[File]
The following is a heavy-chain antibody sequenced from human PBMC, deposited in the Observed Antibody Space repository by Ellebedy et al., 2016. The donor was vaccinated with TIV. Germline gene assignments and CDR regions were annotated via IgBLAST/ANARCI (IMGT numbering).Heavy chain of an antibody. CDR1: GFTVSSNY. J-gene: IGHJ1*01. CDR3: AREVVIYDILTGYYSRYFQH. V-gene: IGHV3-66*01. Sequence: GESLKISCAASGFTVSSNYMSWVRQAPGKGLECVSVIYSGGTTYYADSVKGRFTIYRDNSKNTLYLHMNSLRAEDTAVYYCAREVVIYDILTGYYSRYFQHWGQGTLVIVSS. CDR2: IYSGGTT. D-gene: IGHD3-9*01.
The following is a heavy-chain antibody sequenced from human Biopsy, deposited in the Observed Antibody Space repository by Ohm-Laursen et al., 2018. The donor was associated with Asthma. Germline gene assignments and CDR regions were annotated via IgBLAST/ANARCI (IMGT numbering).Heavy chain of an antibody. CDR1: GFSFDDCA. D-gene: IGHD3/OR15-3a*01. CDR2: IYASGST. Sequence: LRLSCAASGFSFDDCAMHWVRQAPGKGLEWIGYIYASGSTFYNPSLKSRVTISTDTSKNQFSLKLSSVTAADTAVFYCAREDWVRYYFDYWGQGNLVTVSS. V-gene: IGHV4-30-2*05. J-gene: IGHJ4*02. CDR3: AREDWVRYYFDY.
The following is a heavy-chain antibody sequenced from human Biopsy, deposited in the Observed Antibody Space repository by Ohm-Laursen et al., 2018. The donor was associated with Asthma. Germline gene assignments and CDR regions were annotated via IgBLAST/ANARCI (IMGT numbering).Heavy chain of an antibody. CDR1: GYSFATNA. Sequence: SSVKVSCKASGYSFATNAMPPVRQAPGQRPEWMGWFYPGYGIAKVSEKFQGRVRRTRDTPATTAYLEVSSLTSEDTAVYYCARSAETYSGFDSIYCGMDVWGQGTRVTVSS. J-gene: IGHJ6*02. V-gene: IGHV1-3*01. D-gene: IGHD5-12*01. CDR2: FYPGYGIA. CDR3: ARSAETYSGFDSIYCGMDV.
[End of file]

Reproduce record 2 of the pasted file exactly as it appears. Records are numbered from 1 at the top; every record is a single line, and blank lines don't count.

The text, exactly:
The following is a heavy-chain antibody sequenced from human Biopsy, deposited in the Observed Antibody Space repository by Ohm-Laursen et al., 2018. The donor was associated with Asthma. Germline gene assignments and CDR regions were annotated via IgBLAST/ANARCI (IMGT numbering).Heavy chain of an antibody. CDR1: GFSFDDCA. D-gene: IGHD3/OR15-3a*01. CDR2: IYASGST. Sequence: LRLSCAASGFSFDDCAMHWVRQAPGKGLEWIGYIYASGSTFYNPSLKSRVTISTDTSKNQFSLKLSSVTAADTAVFYCAREDWVRYYFDYWGQGNLVTVSS. V-gene: IGHV4-30-2*05. J-gene: IGHJ4*02. CDR3: AREDWVRYYFDY.